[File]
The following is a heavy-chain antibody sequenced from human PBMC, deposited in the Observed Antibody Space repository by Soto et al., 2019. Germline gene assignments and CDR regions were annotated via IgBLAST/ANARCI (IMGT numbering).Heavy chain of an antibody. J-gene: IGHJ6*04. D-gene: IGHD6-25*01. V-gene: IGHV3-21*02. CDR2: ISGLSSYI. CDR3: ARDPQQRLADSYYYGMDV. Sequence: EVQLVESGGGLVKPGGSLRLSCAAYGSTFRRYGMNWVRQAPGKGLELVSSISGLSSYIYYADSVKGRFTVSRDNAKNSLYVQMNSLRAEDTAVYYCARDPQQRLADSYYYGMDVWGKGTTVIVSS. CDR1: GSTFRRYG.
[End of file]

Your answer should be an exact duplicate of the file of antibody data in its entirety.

The following is a heavy-chain antibody sequenced from human PBMC, deposited in the Observed Antibody Space repository by Soto et al., 2019. Germline gene assignments and CDR regions were annotated via IgBLAST/ANARCI (IMGT numbering).Heavy chain of an antibody. J-gene: IGHJ6*04. D-gene: IGHD6-25*01. V-gene: IGHV3-21*02. CDR2: ISGLSSYI. CDR3: ARDPQQRLADSYYYGMDV. Sequence: EVQLVESGGGLVKPGGSLRLSCAAYGSTFRRYGMNWVRQAPGKGLELVSSISGLSSYIYYADSVKGRFTVSRDNAKNSLYVQMNSLRAEDTAVYYCARDPQQRLADSYYYGMDVWGKGTTVIVSS. CDR1: GSTFRRYG.